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Shed a tear ...
volume 15 : issue 03 : march 2001

Editorial: Nisar Keshvani

I shed a tear, as I write this month's editorial, having just attended to my mom's funeral.

She was in hospital for the last three weeks, and this morning, I was first to arrive to watch her last few moments. As I sat next to her, I realised I had never felt this alone before.

Memories of her walking me to kindergarten, taking care of us siblings and her occasional harsh word came to mind. Though doctors had forewarned us, no amount of mental preparation can ever be enough - its just hard.

Within minutes, my brother and sisters, arrived and so did close family friends. As we kept busy working out ceremonial arrangements, I met family friends I had not seen in years, as they lent their support and helped us along.

By the end of the day, we had performed all our Islamic rites. As everyone offered their condolences, suddenly I realised the uncountable number of people, my mom had had an impact upon. All of whom expressed my mom's generosity and kindness. And somehow, it was the little things that people remembered.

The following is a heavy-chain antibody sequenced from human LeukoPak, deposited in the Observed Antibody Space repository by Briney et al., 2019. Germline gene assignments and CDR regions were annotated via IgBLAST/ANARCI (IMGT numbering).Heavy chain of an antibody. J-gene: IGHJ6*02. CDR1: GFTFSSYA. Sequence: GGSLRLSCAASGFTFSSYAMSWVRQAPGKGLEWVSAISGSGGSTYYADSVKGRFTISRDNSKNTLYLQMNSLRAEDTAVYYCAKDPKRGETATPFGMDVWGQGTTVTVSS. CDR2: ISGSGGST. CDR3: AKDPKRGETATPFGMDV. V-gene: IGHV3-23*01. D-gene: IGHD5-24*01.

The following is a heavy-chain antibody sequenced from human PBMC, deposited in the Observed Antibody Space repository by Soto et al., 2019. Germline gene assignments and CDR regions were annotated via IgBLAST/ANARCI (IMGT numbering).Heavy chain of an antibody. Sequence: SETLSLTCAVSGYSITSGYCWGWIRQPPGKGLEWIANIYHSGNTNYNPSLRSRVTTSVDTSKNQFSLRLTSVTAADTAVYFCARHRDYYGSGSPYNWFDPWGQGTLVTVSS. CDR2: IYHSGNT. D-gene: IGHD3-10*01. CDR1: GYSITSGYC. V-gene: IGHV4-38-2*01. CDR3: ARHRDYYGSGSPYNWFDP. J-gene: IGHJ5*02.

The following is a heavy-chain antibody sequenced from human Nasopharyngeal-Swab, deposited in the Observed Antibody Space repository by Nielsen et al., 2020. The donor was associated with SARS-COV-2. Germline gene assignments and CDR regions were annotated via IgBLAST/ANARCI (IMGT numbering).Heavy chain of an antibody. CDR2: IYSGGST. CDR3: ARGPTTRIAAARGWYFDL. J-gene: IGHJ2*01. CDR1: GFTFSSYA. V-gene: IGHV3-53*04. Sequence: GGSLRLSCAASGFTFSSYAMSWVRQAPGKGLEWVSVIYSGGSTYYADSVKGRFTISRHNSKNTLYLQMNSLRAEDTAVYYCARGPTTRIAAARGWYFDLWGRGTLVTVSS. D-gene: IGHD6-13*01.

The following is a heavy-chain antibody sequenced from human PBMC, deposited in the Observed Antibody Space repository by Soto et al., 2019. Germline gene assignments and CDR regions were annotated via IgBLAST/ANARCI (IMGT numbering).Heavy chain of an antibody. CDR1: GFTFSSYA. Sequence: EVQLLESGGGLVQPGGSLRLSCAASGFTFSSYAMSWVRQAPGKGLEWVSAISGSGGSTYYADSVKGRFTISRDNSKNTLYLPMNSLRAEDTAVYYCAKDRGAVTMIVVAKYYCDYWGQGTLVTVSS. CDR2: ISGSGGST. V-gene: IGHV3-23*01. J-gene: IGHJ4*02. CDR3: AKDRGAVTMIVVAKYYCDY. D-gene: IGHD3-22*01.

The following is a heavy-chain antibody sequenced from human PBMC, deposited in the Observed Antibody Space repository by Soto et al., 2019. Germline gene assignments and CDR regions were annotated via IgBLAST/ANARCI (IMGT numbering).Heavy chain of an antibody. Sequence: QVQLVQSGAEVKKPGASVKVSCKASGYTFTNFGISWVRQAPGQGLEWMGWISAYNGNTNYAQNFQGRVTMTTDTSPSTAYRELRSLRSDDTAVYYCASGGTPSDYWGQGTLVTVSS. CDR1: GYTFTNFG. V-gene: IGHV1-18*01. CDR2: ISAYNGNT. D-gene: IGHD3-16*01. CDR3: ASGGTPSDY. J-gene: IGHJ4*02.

A young couple who recently migrated from Pakistan, told my sister, how my mom had looked after them especially when his wife was expecting. A neighbour came over and recalled how my mom took care of their toddler while they were away. Strangers spoke of her in glowing terms. We were aware that she had helped others, but didn't realise that she'd leave her mark on so many.

I realise that its not about achieving great things or trying to change the world. Small gestures to your capacity suffice. Its more important to help others, the community, especially those around you.

Today, there are many others who share our grief and loss. And suddenly I do not feel alone any longer. Moving back from my catharsis to fAfland, thanks to OLAT News, here we feature Italian philosopher and theoretician Mario Costa's speech at ISEA 2000, "For a new kind of Aesthetics" (In French only). Read Jinna Tay and Benjamin Spooner's website review of Soulbath and Katbot respectively, the World-Information exhibition, Maree Kimberley's review of Fresh Cuts 2001 (Institute of Modern Art), and Beth Rainbow's review.


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